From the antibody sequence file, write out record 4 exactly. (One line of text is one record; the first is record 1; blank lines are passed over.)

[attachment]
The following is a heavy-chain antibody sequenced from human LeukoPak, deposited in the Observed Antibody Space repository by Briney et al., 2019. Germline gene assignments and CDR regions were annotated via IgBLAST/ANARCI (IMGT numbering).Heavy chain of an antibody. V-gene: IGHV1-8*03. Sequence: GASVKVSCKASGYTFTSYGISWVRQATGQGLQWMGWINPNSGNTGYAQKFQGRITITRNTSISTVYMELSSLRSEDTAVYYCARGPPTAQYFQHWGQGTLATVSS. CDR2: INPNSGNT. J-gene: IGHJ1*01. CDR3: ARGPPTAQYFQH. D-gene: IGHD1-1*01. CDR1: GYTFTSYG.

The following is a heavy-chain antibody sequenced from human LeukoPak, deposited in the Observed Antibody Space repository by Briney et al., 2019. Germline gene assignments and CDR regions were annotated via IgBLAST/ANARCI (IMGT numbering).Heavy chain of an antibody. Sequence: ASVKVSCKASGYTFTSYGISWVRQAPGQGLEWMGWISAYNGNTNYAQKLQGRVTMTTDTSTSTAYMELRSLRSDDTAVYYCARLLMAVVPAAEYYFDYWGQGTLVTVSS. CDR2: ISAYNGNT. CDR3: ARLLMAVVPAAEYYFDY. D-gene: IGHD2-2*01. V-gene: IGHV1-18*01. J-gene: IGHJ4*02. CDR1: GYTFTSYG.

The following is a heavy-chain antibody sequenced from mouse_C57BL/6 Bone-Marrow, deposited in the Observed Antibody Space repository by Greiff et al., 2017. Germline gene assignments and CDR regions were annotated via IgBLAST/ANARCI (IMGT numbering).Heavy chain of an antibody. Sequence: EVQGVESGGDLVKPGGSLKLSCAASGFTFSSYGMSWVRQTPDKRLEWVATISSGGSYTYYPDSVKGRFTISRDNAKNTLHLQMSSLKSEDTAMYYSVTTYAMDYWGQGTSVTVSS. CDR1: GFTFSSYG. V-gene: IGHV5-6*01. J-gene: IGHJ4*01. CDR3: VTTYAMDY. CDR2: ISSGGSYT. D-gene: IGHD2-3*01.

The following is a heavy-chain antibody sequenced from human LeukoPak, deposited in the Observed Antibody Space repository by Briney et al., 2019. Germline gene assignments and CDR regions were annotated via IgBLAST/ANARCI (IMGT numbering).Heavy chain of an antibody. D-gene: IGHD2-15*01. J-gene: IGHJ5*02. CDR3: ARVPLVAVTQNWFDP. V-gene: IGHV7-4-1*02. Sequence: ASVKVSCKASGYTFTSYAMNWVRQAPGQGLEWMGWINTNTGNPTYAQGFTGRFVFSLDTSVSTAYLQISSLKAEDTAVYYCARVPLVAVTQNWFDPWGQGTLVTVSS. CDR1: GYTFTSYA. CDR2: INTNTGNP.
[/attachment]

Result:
The following is a heavy-chain antibody sequenced from human LeukoPak, deposited in the Observed Antibody Space repository by Briney et al., 2019. Germline gene assignments and CDR regions were annotated via IgBLAST/ANARCI (IMGT numbering).Heavy chain of an antibody. D-gene: IGHD2-15*01. J-gene: IGHJ5*02. CDR3: ARVPLVAVTQNWFDP. V-gene: IGHV7-4-1*02. Sequence: ASVKVSCKASGYTFTSYAMNWVRQAPGQGLEWMGWINTNTGNPTYAQGFTGRFVFSLDTSVSTAYLQISSLKAEDTAVYYCARVPLVAVTQNWFDPWGQGTLVTVSS. CDR1: GYTFTSYA. CDR2: INTNTGNP.